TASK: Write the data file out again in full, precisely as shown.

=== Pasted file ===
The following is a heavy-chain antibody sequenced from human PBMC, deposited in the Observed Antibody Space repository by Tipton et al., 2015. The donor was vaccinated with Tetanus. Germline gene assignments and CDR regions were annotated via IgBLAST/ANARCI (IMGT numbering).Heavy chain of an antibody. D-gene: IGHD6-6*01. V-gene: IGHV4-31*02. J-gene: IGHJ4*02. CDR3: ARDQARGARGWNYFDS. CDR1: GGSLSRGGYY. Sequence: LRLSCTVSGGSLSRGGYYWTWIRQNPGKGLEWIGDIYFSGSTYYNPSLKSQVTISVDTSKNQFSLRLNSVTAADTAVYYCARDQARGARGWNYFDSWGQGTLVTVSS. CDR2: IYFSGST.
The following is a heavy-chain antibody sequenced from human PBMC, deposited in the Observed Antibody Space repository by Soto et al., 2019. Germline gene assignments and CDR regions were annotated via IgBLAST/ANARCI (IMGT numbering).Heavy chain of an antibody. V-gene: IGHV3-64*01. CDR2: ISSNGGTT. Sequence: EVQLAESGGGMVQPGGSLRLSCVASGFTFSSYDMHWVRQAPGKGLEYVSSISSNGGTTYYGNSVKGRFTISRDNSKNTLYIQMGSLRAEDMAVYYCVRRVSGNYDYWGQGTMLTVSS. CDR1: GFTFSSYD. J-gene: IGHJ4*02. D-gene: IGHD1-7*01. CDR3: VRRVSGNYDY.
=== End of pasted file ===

The following is a heavy-chain antibody sequenced from human PBMC, deposited in the Observed Antibody Space repository by Tipton et al., 2015. The donor was vaccinated with Tetanus. Germline gene assignments and CDR regions were annotated via IgBLAST/ANARCI (IMGT numbering).Heavy chain of an antibody. D-gene: IGHD6-6*01. V-gene: IGHV4-31*02. J-gene: IGHJ4*02. CDR3: ARDQARGARGWNYFDS. CDR1: GGSLSRGGYY. Sequence: LRLSCTVSGGSLSRGGYYWTWIRQNPGKGLEWIGDIYFSGSTYYNPSLKSQVTISVDTSKNQFSLRLNSVTAADTAVYYCARDQARGARGWNYFDSWGQGTLVTVSS. CDR2: IYFSGST.
The following is a heavy-chain antibody sequenced from human PBMC, deposited in the Observed Antibody Space repository by Soto et al., 2019. Germline gene assignments and CDR regions were annotated via IgBLAST/ANARCI (IMGT numbering).Heavy chain of an antibody. V-gene: IGHV3-64*01. CDR2: ISSNGGTT. Sequence: EVQLAESGGGMVQPGGSLRLSCVASGFTFSSYDMHWVRQAPGKGLEYVSSISSNGGTTYYGNSVKGRFTISRDNSKNTLYIQMGSLRAEDMAVYYCVRRVSGNYDYWGQGTMLTVSS. CDR1: GFTFSSYD. J-gene: IGHJ4*02. D-gene: IGHD1-7*01. CDR3: VRRVSGNYDY.